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I'm in the unfortunate position of having to implement a drop-down cascading menu on a site I'm building. I'm looking for a Suckerfish-style solution that is primarily CSS-based and works on a simple set of nested ULs and LIs.

Son of Suckerfish seems like the way to go, but I don't like the way it just disappears the second you move the mouse away, as users with co-ordination difficulties will have a nightmare navigating the site (or just not bother, but since it's a corporate site there are some who will probably have to use whatever I implement).

Neat features that I've not even thought about needing are welcome, but the two main elements I'm looking for are:

  1. Multi-level using a nested UL/LI structure
  2. Small (possibly configurable?) delay before disappearing when the menu is "mouseout"-ed, even if it is provided by some extra JavaScript.
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8 Answers 8

I would strongly suggest that you use superfish, the jQuery adaptation of the suckerfish menu. It has loads of features (and delay is one of them), adds some fancy animation capabilities, and degrades to the normal suckerfish menu gracefully. It also doesn't need any extra markup.

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I concur with this. –  lupefiasco Feb 2 '09 at 21:42

You could use jQuery. Here is an example: http://www.jqueryplugins.com/plugin/47/

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Link is dead... –  Jon Hadley Nov 23 '11 at 17:42

You won't be able to get a pure CSS drop down menu with the functionality you require. You'll have to use some kind of Javascript. Either a library like JQuery that has been mentioned or by modifying the Suckerfish code to use onclick instead of onmouseover/out.

But by going an all Javascript route you could be making it easier for one group of people ("users with co-ordination difficulties") but making it difficult for others (anyone with Javascript turned off for some reason).

You may want to look into adding some alternatives - mouse controlled hover menu for those comfortable with the mouse; keyboard based control via access keys and the like for others.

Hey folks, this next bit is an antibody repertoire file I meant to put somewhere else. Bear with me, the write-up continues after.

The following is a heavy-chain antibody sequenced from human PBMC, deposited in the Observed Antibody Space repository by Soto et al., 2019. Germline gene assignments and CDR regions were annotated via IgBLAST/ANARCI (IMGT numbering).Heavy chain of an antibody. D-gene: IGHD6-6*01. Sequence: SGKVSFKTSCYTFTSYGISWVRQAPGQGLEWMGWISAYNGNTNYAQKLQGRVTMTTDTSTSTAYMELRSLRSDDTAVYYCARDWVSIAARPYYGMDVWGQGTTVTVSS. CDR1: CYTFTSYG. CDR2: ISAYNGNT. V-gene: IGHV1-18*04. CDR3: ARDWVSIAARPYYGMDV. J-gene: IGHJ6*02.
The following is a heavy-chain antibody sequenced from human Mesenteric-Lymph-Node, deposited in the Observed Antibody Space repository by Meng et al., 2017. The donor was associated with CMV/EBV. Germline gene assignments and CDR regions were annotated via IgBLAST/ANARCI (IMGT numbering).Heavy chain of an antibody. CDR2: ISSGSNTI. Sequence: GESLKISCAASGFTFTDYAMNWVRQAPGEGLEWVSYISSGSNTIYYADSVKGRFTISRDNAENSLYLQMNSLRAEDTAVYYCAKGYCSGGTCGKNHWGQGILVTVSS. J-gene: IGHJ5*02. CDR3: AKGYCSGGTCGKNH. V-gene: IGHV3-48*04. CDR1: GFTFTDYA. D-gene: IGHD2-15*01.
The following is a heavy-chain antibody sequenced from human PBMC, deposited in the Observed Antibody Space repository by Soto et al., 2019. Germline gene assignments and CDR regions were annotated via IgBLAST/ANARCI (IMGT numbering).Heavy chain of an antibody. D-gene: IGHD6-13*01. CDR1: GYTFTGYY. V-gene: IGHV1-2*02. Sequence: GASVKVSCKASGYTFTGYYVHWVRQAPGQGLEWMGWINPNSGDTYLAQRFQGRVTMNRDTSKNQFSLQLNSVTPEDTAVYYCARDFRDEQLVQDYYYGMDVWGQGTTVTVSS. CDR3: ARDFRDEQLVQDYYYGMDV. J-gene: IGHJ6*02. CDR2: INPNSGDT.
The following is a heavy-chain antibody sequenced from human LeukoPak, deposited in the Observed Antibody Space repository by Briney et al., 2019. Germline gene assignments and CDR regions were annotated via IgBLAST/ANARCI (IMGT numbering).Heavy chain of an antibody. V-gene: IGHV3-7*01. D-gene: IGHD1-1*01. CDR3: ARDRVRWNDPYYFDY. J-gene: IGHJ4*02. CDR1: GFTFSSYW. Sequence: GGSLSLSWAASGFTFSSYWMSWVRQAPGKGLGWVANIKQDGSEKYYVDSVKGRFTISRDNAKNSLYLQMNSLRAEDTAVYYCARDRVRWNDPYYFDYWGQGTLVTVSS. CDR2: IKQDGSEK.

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I am using the solution implemented on Steve Gibson's site grc.com. It does everything I need, and uses no javascript. The delay thing you are looking for isn't there however, so you will probably need to add some Javascript for that.

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Part of the coordination problem can stem from bad design. Make sure you have fairly large buttons with, if possible, overlap on all sides. Ideally a top nav button would have a drop down menu appearing centered below it (instead of left aligned). Sub-menus of the drop-down would follow a similar pattern. I've found having this level of error padding accommodates uncoordinated users, and saves you the trouble of programming in javascript.

Every site is different of course, so I present this more as an alternative 'what-if' solution.

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I can't see a way to add delay outside of JavaScript - but if you're going to use JavaScript you may as well use a JavaScript controlled menu.

If you follow a semantically-correct nav pattern and set it up so it display's normally (e.g. static) when JavaScript is not present you should be fine with whatever you use.

It's all about your target audience - who's larger? JS-disabled or users with co-ordination difficulties? I would guess that the latter require the priority (if not for percentage use then disability laws).

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As Lee Theobald said, drop/down need Javascript, and Jquery is a great choice. But in the side of accesibility, take a look at "Listamatic" a great list of menus and special this nested.

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My first recomendation echos one already made - Steve Gibson's CSS Menu. It uses no JavaScript, is about as cross-platform compliant as you're going to get, and is relatively simple to implement.

If that doesn't work, my JS-based reccomendation goes to mygosuMenu. I've been using it for quite some time on all my projects prior to finding Steve's menu. Its highly configurable; and style, structure, and the menu code are all seperate. Its a basic HTML Table you can style via CSS to your heart's content.

I've still got two sites using the latter:

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